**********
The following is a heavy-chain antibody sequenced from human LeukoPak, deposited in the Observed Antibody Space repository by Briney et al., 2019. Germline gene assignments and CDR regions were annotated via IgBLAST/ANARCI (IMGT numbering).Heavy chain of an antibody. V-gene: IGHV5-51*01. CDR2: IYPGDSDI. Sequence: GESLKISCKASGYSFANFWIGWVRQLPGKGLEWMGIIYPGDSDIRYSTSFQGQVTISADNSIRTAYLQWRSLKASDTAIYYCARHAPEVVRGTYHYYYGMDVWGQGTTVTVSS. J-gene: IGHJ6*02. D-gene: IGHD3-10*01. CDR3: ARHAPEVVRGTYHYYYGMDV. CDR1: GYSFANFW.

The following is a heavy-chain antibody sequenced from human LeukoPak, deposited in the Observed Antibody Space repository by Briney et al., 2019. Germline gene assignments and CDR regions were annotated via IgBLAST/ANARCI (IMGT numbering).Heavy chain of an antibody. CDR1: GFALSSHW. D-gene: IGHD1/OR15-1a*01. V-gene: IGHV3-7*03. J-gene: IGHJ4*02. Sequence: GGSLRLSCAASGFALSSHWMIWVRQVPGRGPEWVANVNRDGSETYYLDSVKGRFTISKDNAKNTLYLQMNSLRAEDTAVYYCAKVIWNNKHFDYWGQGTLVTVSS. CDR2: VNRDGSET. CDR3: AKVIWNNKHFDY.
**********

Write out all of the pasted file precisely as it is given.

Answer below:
The following is a heavy-chain antibody sequenced from human LeukoPak, deposited in the Observed Antibody Space repository by Briney et al., 2019. Germline gene assignments and CDR regions were annotated via IgBLAST/ANARCI (IMGT numbering).Heavy chain of an antibody. V-gene: IGHV5-51*01. CDR2: IYPGDSDI. Sequence: GESLKISCKASGYSFANFWIGWVRQLPGKGLEWMGIIYPGDSDIRYSTSFQGQVTISADNSIRTAYLQWRSLKASDTAIYYCARHAPEVVRGTYHYYYGMDVWGQGTTVTVSS. J-gene: IGHJ6*02. D-gene: IGHD3-10*01. CDR3: ARHAPEVVRGTYHYYYGMDV. CDR1: GYSFANFW.

The following is a heavy-chain antibody sequenced from human LeukoPak, deposited in the Observed Antibody Space repository by Briney et al., 2019. Germline gene assignments and CDR regions were annotated via IgBLAST/ANARCI (IMGT numbering).Heavy chain of an antibody. CDR1: GFALSSHW. D-gene: IGHD1/OR15-1a*01. V-gene: IGHV3-7*03. J-gene: IGHJ4*02. Sequence: GGSLRLSCAASGFALSSHWMIWVRQVPGRGPEWVANVNRDGSETYYLDSVKGRFTISKDNAKNTLYLQMNSLRAEDTAVYYCAKVIWNNKHFDYWGQGTLVTVSS. CDR2: VNRDGSET. CDR3: AKVIWNNKHFDY.